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Human Behavior and Emerging Technologies is an interdisciplinary journal publishing high-impact research that advances the understanding of complex interactions between diverse human behavior and emerging digital technologies.
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Factors Influencing Technology Acceptance of Drones for Last-Mile Food Deliveries: An Adaptation of the UTAUT2 Model
As the food delivery sector grows in importance, new delivery modes to address service issues, such as costs, swift delivery, and environmental concerns, are being researched. However, research on drone-based food delivery services is still lacking, especially in the Indian context, which the current study aims to address. The study furthered the UTAUT2 model with additional perceived risk and price sensitivity constructs. Quantitative, cross-sectional data was collected nationwide using convenience sampling through online survey questionnaires. The 323 responses were analyzed using the partial least square-structural equation modeling method. The results identified effort expectancy, social influence, and hedonic motivation as significant predictors of attitude and behavioral intention. In an emerging economy with a vast consumer base, this study may offer a preliminary standpoint for understanding the consumer perspective on drone food deliveries. The findings of this study might be necessary for businesses that deal with food delivery logistics as a point of view to formulate successful strategies.
Cognitive Impact of Social Virtual Reality: Audience and Mere Presence Effect of Virtual Companions
Sharing experiences with others is an important part of everyday life. Immersive virtual reality (IVR) promises to simulate these experiences. However, whether IVR elicits a similar level of social presence as measured in the real world is unclear. It is also uncertain whether AI-driven virtual humans (agents) can elicit a similar level of meaningful social copresence as people-driven virtual-humans (avatars). The current study demonstrates that both virtual human types can elicit a cognitive impact on a social partner. The current experiment tested participants’ cognitive performance changes in the presence of virtual social partners by measuring the social facilitation effect (SFE). The SFE-related performance change can occur through either vigilance-based mechanisms related to other people’s copresence (known as the mere presence effect (MPE)) or reputation management mechanisms related to other people’s monitoring (the audience effect (AE)). In this study, we hypothesised AE and MPE as distinct mechanisms of eliciting SFE. Firstly, we predicted that, if head-mounted IVR can simulate sufficient copresence, any social companion’s visual presence would elicit SFE through MPE. The results demonstrated that companion presence decreased participants’ performance irrespective of whether AI or human-driven. Secondly, we predicted that monitoring by a human-driven, but not an AI-driven, companion would elicit SFE through AE. The results demonstrated that monitoring by a human-driven companion affected participant performance more than AI-driven, worsening performance marginally in accuracy and significantly in reaction times. We discuss how the current results explain the findings in prior SFE in virtual-world literature and map out future considerations for social-IVR testing, such as participants’ virtual self-presence and affordances of physical and IVR testing environments.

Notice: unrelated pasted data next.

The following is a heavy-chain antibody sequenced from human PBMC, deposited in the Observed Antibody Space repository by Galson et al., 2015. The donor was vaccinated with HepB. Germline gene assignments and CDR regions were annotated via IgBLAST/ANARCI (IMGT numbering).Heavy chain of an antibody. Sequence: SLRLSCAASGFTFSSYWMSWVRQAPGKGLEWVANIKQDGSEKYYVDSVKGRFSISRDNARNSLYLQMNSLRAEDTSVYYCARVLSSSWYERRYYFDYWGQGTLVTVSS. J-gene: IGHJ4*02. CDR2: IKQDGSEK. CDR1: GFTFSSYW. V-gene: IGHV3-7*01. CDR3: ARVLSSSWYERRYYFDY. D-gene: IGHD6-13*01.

Extending the Technology Acceptance Model: A New Perspective on the Adoption of Blockchain Technology
While previous studies have investigated the factors influencing Internet adoption, the findings may not be transferable to explain blockchain technology (BCT) adoption, despite its similarities to the Internet. This study addresses this gap by developing an extended technology acceptance model (TAM) to investigate the factors influencing BCT adoption. The model consists of four key factors, including strategic management and social influence at the firm level, and individual innovation and self-efficacy at the individual level. Data were collected from 384 employees at Taiwan Stock Exchange companies, and structural equation modeling was utilized to test the hypotheses. Results reveal that strategic management and social influence at the firm level have a direct impact on BCT adoption, which is indirectly influenced by perceived usefulness. Subsequently, training and support provided by the firm can enhance individual innovation and self-efficacy, which has direct effects on BCT adoption at the individual level and is partially mediated by perceived ease of use.
Moving beyond an Addiction Framework for Phubbing: Unraveling the Influence of Intrinsic Motivation, Boredom, and Online Vigilance